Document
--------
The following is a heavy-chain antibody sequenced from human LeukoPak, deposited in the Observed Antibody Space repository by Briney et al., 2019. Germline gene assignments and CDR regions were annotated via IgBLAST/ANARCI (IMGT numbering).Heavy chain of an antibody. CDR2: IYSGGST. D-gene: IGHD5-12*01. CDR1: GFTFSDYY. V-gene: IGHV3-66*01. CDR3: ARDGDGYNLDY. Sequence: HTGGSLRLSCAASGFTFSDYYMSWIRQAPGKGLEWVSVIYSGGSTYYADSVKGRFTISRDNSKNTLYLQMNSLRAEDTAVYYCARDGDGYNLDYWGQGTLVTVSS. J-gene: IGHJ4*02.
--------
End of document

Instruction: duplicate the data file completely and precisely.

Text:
The following is a heavy-chain antibody sequenced from human LeukoPak, deposited in the Observed Antibody Space repository by Briney et al., 2019. Germline gene assignments and CDR regions were annotated via IgBLAST/ANARCI (IMGT numbering).Heavy chain of an antibody. CDR2: IYSGGST. D-gene: IGHD5-12*01. CDR1: GFTFSDYY. V-gene: IGHV3-66*01. CDR3: ARDGDGYNLDY. Sequence: HTGGSLRLSCAASGFTFSDYYMSWIRQAPGKGLEWVSVIYSGGSTYYADSVKGRFTISRDNSKNTLYLQMNSLRAEDTAVYYCARDGDGYNLDYWGQGTLVTVSS. J-gene: IGHJ4*02.